Creative Financing for the Millennial Generation

As the Toronto real estate market continues to advance at a torrid pace this summer young buyers are more worried than ever about whether they can afford to jump into this market—the most savvy millennials have found all kinds of creative ways to get in. 

Home prices in Toronto were up another seventeen percent in July. The market continues to boom, and that has many younger buyers worried. Can I afford to finance a purchase of a home at these prices? 

The concerns are genuine. 

At the same time as the media is filled with stories about rising home prices, a whole other set of stories explain how the millennial generation are having problems achieving the life financial goals earlier generations have. Millennials financial angst is a real and genuine thing today. Report after report finds millennials are having trouble finding well-paying jobs. When they do find jobs they are often temporary, contract, low paying and precarious. A recent survey found the number of millennials living at home with their parents is higher than at any point since the 1940s. The dismal economic reality has many wondering whether they'll ever achieve that traditional life goal, home ownership.

millennial-living

Young, Rich and Not-Buying

This debate recently took off as an issue in the city when local glossy lifestyle magazine, Toronto Life, ran a controversial story about a thirty-something millennial who lived at home but had a job and simply spent his money on the high life, taking expensive vacations and going out to nice restaurants. Meet the subject of the article:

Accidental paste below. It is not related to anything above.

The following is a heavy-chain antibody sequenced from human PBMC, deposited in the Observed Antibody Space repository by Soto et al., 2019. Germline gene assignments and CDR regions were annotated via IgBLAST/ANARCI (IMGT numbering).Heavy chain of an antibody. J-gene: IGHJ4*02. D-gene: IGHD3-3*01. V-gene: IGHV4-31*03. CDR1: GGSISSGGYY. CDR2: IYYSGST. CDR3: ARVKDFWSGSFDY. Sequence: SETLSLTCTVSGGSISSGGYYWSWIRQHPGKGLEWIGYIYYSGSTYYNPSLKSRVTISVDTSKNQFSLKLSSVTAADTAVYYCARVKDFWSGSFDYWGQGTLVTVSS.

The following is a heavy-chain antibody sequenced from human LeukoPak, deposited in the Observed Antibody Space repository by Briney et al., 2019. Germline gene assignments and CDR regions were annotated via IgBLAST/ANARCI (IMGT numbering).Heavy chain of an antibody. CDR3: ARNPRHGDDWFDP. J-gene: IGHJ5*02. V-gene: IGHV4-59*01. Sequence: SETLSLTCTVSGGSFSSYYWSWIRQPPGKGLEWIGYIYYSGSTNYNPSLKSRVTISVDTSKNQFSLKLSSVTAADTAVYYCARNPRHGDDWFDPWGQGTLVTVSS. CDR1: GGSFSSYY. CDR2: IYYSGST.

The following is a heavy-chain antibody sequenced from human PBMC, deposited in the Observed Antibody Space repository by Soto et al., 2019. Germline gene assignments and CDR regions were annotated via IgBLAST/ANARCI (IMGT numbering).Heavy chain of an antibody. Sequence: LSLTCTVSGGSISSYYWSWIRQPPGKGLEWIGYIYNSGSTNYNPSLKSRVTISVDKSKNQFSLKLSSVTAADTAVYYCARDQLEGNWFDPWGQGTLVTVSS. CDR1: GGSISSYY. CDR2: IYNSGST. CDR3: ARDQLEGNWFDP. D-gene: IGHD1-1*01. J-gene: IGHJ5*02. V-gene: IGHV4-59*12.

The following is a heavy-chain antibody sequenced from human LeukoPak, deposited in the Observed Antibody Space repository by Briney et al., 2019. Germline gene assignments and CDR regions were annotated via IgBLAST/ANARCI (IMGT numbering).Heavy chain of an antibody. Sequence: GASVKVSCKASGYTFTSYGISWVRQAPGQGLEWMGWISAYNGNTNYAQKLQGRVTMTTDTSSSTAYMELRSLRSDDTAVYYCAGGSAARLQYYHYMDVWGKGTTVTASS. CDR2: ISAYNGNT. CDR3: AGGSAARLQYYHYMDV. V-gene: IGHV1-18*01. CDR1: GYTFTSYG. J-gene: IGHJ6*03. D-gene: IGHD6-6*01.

"I’m 31, single, and I live with my parents in a two-storey home in North York. I still sleep in my childhood bedroom, beneath my Mario Lemieux poster and framed picture of Jesus. My mom does my laundry and makes my meals. And, yes, I can already feel your contempt. But hear me out. I’m not lazy, dumb or deluded. I’m a pharmacist, and I work hard—sometimes six days a week. I sleep roughly five hours a night. I make $130,000 a year, and I spend the vast majority of it on experiences—wild, rare, unforgettable experiences. My guiding philosophy is that life is short and we should savour every moment. And, unlike just about everyone 25 and older in this city, I don’t want in on the real estate craze. It’s not that I can’t afford a house or a condo. I follow the market closely and could hitch myself to a $600,000 mortgage tomorrow if I wanted. But when I consider what I’d be giving up just to own a few hundred square feet, I am convinced: the Toronto real estate market is for suckers, and I want no part of it. Neither should you."

He felt shut-out of the Toronto housing market. His answer was to live at home, rent-free in his parents' basement and spend whatever money he made. The response was immediate, loud and vociferous. Readers were appalled at the flippant, blase attitude of the thirty-something, and let the magazine know.